Welcome to CartoonSongs.net. Here you’ll find all you ever wanted to know about the music behind the animation. We’ll concentrate on Saturday morning cartoon show and feature length animated movies. We’ll explore the half hour series, the television holiday specials and the blockbuster movie sensations from decades gone by and the new favorites. The following is an excerpt of the kind of articles you find here at CartoonSongs.net:
Remember the Rankin/Bass productions that were shown around Christmas time. Most of them included the story of Rudolph the Red Nosed Reindeer and Santa Clause, of course. The animated characters are truly unique among the cartoon set. Jules Bass and Arthur Rankin Jr. created the “Animagic” stop motion production techniques.
The production technique itself was created in Japan. That’s where all of the cartoon shows were captured on film as well. The Rankin/Bass production team began in the early 1960′s and continued through the ’70′s bringing us timeless memories of Christmas stories spanning generations.
Most of these Rankin/Bass Christmas stop motion specials were based on a famous Christmas song. For example, in Rudolph the Red Nosed Reindeer, the writers were clever in fleshing out the song’s storyline and creating an entire world around Rudolph where we discover how he was raised and what led to his leading Santa’s sleigh on a snowy Christmas Eve.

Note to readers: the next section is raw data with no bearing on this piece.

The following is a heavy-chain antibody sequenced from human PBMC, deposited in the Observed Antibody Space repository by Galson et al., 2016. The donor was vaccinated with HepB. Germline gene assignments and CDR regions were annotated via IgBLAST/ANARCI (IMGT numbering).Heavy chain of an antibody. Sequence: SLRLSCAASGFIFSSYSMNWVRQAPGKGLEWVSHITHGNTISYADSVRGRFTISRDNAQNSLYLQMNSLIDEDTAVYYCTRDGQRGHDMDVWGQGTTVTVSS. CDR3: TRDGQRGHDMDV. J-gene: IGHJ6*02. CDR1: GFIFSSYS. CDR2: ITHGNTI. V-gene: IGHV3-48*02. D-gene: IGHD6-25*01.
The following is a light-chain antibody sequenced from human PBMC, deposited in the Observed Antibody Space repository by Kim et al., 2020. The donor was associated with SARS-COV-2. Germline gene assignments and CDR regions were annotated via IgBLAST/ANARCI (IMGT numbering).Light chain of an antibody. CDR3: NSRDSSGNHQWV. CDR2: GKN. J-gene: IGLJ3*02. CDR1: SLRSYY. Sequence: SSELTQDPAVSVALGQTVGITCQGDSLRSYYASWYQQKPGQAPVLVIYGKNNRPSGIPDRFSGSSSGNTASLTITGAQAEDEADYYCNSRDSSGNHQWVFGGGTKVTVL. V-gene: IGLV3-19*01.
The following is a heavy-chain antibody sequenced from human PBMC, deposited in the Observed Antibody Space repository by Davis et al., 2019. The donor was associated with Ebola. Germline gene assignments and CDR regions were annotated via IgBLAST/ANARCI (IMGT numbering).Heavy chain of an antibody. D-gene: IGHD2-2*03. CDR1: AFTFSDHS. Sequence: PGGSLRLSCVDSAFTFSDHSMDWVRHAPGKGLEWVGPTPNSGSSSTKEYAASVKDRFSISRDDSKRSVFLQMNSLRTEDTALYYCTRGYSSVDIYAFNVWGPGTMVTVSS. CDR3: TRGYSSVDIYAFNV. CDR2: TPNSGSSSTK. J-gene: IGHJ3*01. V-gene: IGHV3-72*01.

We all know the song and we all know the storyline, so watching the stop motion characters is a fabulous and memorable treat. Rankin and Bass created memories for several generations of children (and adults). If you are one of those adults who still love the stop motion characters then you may want to know this next tidbit of nostalgia.
Rudolph the Red Nosed Reindeer is one of only four Christmas specials made in the 1960′s, that is still being broadcast today. The other three shows are; A Charlie Brown Christmas, How the Grinch Stole Christmas, and Frosty the Snowman. During the Christmas season all 4 of these classics will be shown a number of times over the course of several weeks.
Probably one of the most unusual and memorable parts of this beloved program is the Island of Misfits. The original song of Rudolph does not sing about The Misfits, but Rankin/Bass could not have found a greater instrument to convey a message.
The toys are all sad because there’s something about each of them that makes them very different than other toys. They are all on the island because they have been segregated believing that no child wants them. Do you remember the stuffed lion that doesn’t roar or The Charlie-In-The-Box? What a great way to teach children to understand that being different doesn’t mean bad or wrong. So, mark your calendars, brush up on your lyrics and get ready to sing along.